June 17, 2014
A family kayaking Monday on the bayside of St. George Island spotted a fledgling bald eagle struggling to survive and called for help from the Apalachicola National Estuarine Research Reserve (ANERR).
The eagle was floundering in the wrack line of the bay – the area of seaweed left behind on the shore when a high tide drops back to low tide. The family was concerned because the baby eagle could not be reached from the water side or from the land, as the property was a private home that was fenced and gated.
DEP’s Jason Garwood and Lauren Levy responded to the call along with Florida Fish and Wildlife Conservation Commission (FWC) officer Tom Nelson. They drove to meet with the family who made the discovery and get a better idea of the eagle’s location. They called the property owner who promptly granted access to the property and helped with the rescue of the eagle.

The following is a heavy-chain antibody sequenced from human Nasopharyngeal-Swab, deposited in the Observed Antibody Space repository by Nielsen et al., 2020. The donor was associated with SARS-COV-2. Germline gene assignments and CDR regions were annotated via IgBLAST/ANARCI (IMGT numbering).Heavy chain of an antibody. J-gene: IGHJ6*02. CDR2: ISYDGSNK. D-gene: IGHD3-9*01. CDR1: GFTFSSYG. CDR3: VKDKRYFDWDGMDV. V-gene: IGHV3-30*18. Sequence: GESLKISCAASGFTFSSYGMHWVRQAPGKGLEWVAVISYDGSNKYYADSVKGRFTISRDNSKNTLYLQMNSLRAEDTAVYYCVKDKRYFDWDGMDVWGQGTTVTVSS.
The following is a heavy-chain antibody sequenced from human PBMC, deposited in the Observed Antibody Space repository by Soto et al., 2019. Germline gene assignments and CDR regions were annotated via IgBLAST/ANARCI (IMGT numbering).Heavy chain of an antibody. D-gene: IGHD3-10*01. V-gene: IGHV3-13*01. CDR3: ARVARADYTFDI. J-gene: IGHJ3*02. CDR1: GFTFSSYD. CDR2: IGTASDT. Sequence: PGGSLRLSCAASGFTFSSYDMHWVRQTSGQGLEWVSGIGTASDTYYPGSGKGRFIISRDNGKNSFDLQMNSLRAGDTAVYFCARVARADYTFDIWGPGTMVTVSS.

The eagle’s right wing appeared broken, the young bird could not fly but was still very mobile. The Florida Wild Mammal Association in Crawfordville took the injured bird for treatment and recovery.
This was an example of great cooperation between the concerned public, property owner, and staff from FWC and ANERR.
The Apalachicola Research Reserve was established as a partnership between the state of Florida and the National Oceanic and Atmospheric Administration. The reserve is one of 28 research reserves operating across the nation and one of three in the state. DEP’s Florida Coastal Office (FCO) manages the Apalachicola NERR along with 41 aquatic preserves, the Florida Keys National Marine Sanctuary and the Coral Reef Conservation Program. FCO’s programs and activities are designed to help Floridians better understand and conserve the state’s resources through research, education and preservation. For more information on DEP’s Florida Coastal Office, click HERE.